II. Pathophysiology

  1. Chronic inflammatory skin disease

III. Epidemiology

  1. Occurs most often in middle aged adults

IV. Risk Factors

  1. Tobacco Abuse
  2. Thyroid disease
  3. Emotional stress
  4. TNF Inhibitor
  5. Streptococcus infection

V. Symptoms

  1. Burning pain and Pruritus on the palms and soles
  2. Painful ambulation due to sole lesions

VI. Signs

  1. Sterile Vesicles and Pustules (2-5 mm) on the palms and soles
  2. Lesions evolve into yellowish-brown to red Macules
  3. Associated findings
    1. Hyperkeratosis
    2. Scaling
    3. Skin fissures
  4. Provocative factors
    1. Metal Allergic Contact Dermatitis

VII. Labs

  1. Potassium Hydroxide stain (KOH Preparation)
    1. Exclude Tinea Pedis or Tinea Manum
  2. Skin biopsy
    1. Confirms diagnosis (not required)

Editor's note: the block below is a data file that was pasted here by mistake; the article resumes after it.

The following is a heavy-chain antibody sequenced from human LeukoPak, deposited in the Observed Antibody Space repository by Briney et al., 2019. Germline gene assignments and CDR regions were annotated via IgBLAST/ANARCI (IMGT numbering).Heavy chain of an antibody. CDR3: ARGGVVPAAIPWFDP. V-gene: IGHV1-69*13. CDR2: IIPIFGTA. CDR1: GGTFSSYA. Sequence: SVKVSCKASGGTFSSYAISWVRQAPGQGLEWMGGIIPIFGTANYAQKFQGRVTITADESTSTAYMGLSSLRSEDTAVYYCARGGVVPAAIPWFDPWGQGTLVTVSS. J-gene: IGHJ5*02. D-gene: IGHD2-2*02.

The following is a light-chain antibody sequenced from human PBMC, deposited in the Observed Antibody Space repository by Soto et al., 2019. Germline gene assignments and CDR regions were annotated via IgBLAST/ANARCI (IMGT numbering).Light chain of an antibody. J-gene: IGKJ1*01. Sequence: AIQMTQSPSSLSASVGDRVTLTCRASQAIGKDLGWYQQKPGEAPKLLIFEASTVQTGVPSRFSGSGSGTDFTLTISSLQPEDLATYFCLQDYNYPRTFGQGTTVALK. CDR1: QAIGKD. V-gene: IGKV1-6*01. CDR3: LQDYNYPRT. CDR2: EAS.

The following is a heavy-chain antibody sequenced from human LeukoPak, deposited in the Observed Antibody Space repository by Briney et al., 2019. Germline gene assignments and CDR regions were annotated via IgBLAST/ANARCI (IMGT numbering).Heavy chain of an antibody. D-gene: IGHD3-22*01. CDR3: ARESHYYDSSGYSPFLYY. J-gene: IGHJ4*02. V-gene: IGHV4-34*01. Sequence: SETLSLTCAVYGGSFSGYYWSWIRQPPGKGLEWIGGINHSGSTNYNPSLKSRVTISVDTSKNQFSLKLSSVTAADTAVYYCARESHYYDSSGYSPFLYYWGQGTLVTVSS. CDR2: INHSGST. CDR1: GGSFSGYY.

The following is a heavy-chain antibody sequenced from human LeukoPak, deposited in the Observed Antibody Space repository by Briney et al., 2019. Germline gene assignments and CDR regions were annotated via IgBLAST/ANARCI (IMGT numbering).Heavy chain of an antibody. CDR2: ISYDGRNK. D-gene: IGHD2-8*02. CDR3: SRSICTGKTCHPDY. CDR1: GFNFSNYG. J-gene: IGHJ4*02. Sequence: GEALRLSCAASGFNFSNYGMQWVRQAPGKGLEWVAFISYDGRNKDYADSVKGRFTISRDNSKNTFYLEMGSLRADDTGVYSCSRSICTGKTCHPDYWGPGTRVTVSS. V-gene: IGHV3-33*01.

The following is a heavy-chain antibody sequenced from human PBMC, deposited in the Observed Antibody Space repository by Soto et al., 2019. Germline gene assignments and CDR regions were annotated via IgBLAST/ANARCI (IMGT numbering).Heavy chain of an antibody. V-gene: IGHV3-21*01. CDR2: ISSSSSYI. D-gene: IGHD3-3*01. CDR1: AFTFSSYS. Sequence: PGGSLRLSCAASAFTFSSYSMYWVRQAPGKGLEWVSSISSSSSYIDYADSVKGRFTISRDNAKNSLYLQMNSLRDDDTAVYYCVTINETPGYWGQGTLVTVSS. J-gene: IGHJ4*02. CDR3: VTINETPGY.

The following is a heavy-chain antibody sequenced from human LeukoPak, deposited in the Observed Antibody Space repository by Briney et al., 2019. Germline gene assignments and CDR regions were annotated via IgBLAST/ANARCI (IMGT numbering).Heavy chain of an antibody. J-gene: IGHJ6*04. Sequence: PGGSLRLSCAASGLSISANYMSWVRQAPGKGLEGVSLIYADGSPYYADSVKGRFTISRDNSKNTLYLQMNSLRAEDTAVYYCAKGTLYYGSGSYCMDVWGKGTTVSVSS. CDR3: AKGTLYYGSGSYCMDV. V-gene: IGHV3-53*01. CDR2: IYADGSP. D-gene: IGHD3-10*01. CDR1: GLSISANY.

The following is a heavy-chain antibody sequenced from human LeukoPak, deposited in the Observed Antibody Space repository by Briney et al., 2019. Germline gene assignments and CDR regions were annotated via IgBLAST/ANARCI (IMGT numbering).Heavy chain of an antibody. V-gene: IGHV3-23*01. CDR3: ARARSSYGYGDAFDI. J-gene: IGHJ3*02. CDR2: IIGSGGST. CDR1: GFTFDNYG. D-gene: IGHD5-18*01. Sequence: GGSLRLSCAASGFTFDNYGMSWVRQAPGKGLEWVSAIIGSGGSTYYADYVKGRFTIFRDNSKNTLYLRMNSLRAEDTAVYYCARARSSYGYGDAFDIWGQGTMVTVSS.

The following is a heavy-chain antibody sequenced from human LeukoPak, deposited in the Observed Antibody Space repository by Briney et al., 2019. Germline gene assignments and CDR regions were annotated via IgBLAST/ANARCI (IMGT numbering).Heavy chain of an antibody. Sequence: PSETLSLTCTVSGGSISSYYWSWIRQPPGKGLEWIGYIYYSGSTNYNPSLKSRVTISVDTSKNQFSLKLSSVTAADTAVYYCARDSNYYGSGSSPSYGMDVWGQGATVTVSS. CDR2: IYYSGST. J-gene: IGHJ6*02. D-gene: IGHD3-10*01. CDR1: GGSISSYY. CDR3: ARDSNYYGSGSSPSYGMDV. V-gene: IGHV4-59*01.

VIII. Differential Diagnosis

IX. Associated Conditions

  1. Psoriasis
    1. Unclear if Palmoplantar Pustulosis is Psoriasis variant or a distinct condition

X. Management

  1. Similar to Psoriasis management starting with high potency Topical Corticosteroids
    1. Typically managed by dermatology
  2. General measures
    1. Skin Lubricants
    2. Avoid topical irritants and allergans
    3. Tobacco Cessation
  3. First-line agents
    1. High potency Topical Corticosteroids (may be ineffective)
    2. Oral Retinoids
    3. Calcipotriene (Donovex)
    4. Photochemotherapy (e.g. PUVA)
  4. Second-line agents
    1. Cyclosporine
    2. Methotrexate

XI. References

  1. Fitzpatrick (1992) Color Atlas Dermatology, p. 52-3
  2. Pesqueira (2019) Am Fam Physician 100(9): 579-80 [PubMed]

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